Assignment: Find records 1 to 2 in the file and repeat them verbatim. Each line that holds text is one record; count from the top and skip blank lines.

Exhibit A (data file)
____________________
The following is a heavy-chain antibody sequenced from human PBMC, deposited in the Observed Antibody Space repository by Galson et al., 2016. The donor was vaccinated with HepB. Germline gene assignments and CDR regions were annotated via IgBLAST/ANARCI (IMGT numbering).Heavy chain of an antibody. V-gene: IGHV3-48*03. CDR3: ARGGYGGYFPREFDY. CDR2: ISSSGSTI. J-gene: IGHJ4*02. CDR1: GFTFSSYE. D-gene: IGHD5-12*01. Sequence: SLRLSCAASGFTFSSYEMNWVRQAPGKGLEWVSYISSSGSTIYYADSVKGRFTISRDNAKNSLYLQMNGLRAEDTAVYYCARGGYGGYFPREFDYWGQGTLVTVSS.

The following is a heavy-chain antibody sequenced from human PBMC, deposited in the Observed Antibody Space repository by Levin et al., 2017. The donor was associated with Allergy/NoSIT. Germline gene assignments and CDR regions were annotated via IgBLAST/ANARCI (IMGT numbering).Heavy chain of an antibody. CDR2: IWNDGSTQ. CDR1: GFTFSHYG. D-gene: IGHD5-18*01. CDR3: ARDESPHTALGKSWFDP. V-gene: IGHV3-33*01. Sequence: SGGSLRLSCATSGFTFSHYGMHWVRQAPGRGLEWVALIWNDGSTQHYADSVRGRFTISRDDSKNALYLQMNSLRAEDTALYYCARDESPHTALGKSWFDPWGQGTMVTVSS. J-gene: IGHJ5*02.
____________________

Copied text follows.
The following is a heavy-chain antibody sequenced from human PBMC, deposited in the Observed Antibody Space repository by Galson et al., 2016. The donor was vaccinated with HepB. Germline gene assignments and CDR regions were annotated via IgBLAST/ANARCI (IMGT numbering).Heavy chain of an antibody. V-gene: IGHV3-48*03. CDR3: ARGGYGGYFPREFDY. CDR2: ISSSGSTI. J-gene: IGHJ4*02. CDR1: GFTFSSYE. D-gene: IGHD5-12*01. Sequence: SLRLSCAASGFTFSSYEMNWVRQAPGKGLEWVSYISSSGSTIYYADSVKGRFTISRDNAKNSLYLQMNGLRAEDTAVYYCARGGYGGYFPREFDYWGQGTLVTVSS.

The following is a heavy-chain antibody sequenced from human PBMC, deposited in the Observed Antibody Space repository by Levin et al., 2017. The donor was associated with Allergy/NoSIT. Germline gene assignments and CDR regions were annotated via IgBLAST/ANARCI (IMGT numbering).Heavy chain of an antibody. CDR2: IWNDGSTQ. CDR1: GFTFSHYG. D-gene: IGHD5-18*01. CDR3: ARDESPHTALGKSWFDP. V-gene: IGHV3-33*01. Sequence: SGGSLRLSCATSGFTFSHYGMHWVRQAPGRGLEWVALIWNDGSTQHYADSVRGRFTISRDDSKNALYLQMNSLRAEDTALYYCARDESPHTALGKSWFDPWGQGTMVTVSS. J-gene: IGHJ5*02.